Out Of The Past

Chapter 25

I was free.

Three months of hell, and I was finally free, but at what cost?

I had lost my family, and I knew I would never be getting them back. 

The cost was too damn high, in my opinion, I thought, as I stood up to leave, and found my Captain, standing there with a sad little smile on her face.

I had notified her some time ago, that if this went the way I hoped, that I would be leaving from the department and moving away.

She wasn't happy that I was leaving, and she was losing me but she understood. 

She walked up to me and pulled from her purse my gun, and duty shield, as well as my badge case, with identification in it.

Handing them to me, she said, 

"Here Mike, these are yours." with a tone in her voice that said she truly meant it, and more importantly, believed it. 

She always had.

"Thanks Jeri." I replied, as I took my weapon and put it back on my belt, under my coat and placed the badge on my opposite side, before taking the case and flipping it open looking at what was inside.

I was surprised and looked at Jeri who was grinning.

"You're not out of it yet Mike, and I expect you in tomorrow 3-11 you hear me?" she said, smiling.

"Jeri..." I said.

"Don't you Jeri me, Mike Reynolds, you still work for me until you leave for good." she said, laughing at my stunned look.

I just moved forward and wrapped her in a hug, as she sputtered.

"Now you quit that, I'm your superior officer." she blustered, as I squeezed again, and released her, smiling.

"Thanks Jeri." I told her, as I stepped back.

"No problem Mike, see you tomorrow." and with that she turned and left, while I looked down at the badge in my hand.

I would miss it, a lot I thought, as I put it away, and walked out, thanking all the attorneys who had done such a wonderful job.

It was as Bill and I approached the main entrance, that Kat came out from the shadows and approached me.

I stopped and waited for her, as she came up to me with a determined look on her face.

"Mike, you won in there, but you won't win if you take us on." she said, and seemed to be waiting for me to reply, as she didn't look happy when I didn't. 

"Mike, stay away from the boys, and stay away from me. We want nothing to do with you ever again."

With each word, it was a knife plunging into my heart, but I remained silent as she continued.

"Do you understand me, Mike? You are nothing to me; or the boy's anymore." she finished, turning away and stalking off.

"Kat," I called, and she stopped. 

For a moment I didn't think she was going to turn around, but slowly she did, and faced me.

"Kat, you can make that choice, and as much as it hurts me, I will respect it, and honor it, but remember that I will al....always love them, and you." I said to her, as my voice broke. 

She just looked at me, and I added, "You can reach me through Bill, if you ever need anything." 

Still staring at me, and she said with a sense of complete finality in her voice. "Goodbye Mike." before turning and walking away, leaving me standing there in the hall, as the tears began to fall.

I had known I had lost them, but this somehow made it hit home, as nothing until now had.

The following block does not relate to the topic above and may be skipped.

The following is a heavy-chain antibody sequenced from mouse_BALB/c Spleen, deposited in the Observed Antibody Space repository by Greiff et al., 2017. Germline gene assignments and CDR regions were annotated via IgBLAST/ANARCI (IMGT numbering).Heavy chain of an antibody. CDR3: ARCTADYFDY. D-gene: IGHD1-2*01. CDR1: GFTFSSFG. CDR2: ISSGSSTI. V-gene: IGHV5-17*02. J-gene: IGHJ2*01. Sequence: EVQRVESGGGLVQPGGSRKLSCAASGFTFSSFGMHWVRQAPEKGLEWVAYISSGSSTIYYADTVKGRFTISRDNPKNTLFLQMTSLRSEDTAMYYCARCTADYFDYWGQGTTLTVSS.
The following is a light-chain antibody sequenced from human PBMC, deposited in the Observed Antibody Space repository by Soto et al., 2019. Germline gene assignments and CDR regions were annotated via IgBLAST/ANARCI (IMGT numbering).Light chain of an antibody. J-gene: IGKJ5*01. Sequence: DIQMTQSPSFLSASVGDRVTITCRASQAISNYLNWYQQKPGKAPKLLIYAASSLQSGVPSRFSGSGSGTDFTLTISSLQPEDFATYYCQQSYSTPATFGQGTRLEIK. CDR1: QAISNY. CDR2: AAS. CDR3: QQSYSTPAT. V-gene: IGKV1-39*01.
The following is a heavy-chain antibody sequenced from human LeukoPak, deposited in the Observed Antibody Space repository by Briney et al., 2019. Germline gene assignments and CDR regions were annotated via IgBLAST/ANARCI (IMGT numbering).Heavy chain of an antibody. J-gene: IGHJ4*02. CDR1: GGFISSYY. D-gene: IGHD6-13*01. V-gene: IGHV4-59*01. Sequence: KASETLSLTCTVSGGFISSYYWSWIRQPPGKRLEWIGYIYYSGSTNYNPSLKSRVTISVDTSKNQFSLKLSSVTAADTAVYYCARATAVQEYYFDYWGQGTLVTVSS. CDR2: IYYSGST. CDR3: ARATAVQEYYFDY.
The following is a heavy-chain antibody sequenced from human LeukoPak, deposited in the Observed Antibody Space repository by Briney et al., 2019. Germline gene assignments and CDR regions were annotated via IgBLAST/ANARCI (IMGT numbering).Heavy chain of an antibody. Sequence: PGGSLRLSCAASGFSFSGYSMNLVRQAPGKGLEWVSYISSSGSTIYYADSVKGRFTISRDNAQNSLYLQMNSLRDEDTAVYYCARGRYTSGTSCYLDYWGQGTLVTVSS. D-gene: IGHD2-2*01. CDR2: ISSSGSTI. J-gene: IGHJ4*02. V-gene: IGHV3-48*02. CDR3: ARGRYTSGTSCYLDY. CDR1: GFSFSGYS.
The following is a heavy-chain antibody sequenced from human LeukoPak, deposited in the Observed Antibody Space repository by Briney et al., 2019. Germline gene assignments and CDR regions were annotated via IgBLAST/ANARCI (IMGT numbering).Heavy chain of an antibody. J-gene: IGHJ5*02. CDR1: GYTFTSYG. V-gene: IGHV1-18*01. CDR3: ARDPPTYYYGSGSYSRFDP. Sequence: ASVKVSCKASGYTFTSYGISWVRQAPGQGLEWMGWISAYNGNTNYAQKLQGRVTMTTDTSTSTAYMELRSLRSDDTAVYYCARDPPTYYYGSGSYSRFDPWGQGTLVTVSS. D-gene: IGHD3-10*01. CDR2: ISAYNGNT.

I no longer had a family, and it left a hole, a big one, angel or no angel.

I went to the men's room, and got myself under control, and cleaned up a bit, before going back out and leaving the courtroom.

I knew I shouldn't be surprised, but it still came as a shock as I exited to find the news crews all around me.

Bill whispered in my ear, that I should say something even though I didn't want to speak with them, but I stopped as they screamed a cacophony of questions at me.

When they finally got it through their thick heads that I wasn't going to speak until they controlled themselves, things began to settle down, and once everything was quiet, I began to speak.

"I am going to issue a short statement, but I will NOT be taking any questions." I told them, and then I began.

"This trial should never have taken place, as the judge said in his verdict. The fact that it did is due to the overzealousness of the prosecutor, to pursue people for this particular allegation. Like many, it turns out to be unfounded, but the harm done to the person accused, is incalculable and far reaching. For this charge is one where a person's guilt is assumed, before any proof is presented to show the person actually committed the crime. Ever since the McAllister case, of a few years back, the witch hunt has been allowed to flourish, and I was simply the latest target of it. There are thousands of people out there, that have been accused of harming a child, and many don't have the resources which I have, to prove those allegations wrong. I hope that this verdict and the comments by the judge, will serve as a wake up call to the authorities in this jurisdiction and elsewhere, to really look at the allegations before pursuing them, but sadly, I don't hold out much hope for that happening. Thank you." I told them, and rapidly made my way to where I could flag a cab.

As Bill and I entered the cab, the reporters, who had not listened, were frantically screaming questions at me, but I ignored them, as I pulled the door closed, and the cab took off with me sitting back with a mixed sense of relief and pain.